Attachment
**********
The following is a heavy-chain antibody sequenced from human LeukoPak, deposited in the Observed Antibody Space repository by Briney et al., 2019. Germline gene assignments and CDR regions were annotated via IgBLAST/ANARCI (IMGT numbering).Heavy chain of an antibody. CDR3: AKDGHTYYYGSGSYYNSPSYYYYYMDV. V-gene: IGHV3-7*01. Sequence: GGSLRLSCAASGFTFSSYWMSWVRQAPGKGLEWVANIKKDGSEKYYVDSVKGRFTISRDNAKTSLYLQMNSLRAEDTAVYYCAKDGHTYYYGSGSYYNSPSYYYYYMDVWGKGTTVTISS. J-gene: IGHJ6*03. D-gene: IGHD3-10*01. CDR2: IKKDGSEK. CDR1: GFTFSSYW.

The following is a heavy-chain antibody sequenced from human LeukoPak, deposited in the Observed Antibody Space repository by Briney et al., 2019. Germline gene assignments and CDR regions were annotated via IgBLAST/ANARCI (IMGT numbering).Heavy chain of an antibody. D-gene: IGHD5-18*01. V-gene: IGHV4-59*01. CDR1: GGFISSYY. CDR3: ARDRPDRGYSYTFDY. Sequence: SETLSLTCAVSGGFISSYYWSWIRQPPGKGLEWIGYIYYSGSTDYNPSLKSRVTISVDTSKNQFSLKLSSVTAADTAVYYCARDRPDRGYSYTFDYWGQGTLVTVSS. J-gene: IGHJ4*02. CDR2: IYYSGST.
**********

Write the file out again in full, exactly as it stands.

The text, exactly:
The following is a heavy-chain antibody sequenced from human LeukoPak, deposited in the Observed Antibody Space repository by Briney et al., 2019. Germline gene assignments and CDR regions were annotated via IgBLAST/ANARCI (IMGT numbering).Heavy chain of an antibody. CDR3: AKDGHTYYYGSGSYYNSPSYYYYYMDV. V-gene: IGHV3-7*01. Sequence: GGSLRLSCAASGFTFSSYWMSWVRQAPGKGLEWVANIKKDGSEKYYVDSVKGRFTISRDNAKTSLYLQMNSLRAEDTAVYYCAKDGHTYYYGSGSYYNSPSYYYYYMDVWGKGTTVTISS. J-gene: IGHJ6*03. D-gene: IGHD3-10*01. CDR2: IKKDGSEK. CDR1: GFTFSSYW.

The following is a heavy-chain antibody sequenced from human LeukoPak, deposited in the Observed Antibody Space repository by Briney et al., 2019. Germline gene assignments and CDR regions were annotated via IgBLAST/ANARCI (IMGT numbering).Heavy chain of an antibody. D-gene: IGHD5-18*01. V-gene: IGHV4-59*01. CDR1: GGFISSYY. CDR3: ARDRPDRGYSYTFDY. Sequence: SETLSLTCAVSGGFISSYYWSWIRQPPGKGLEWIGYIYYSGSTDYNPSLKSRVTISVDTSKNQFSLKLSSVTAADTAVYYCARDRPDRGYSYTFDYWGQGTLVTVSS. J-gene: IGHJ4*02. CDR2: IYYSGST.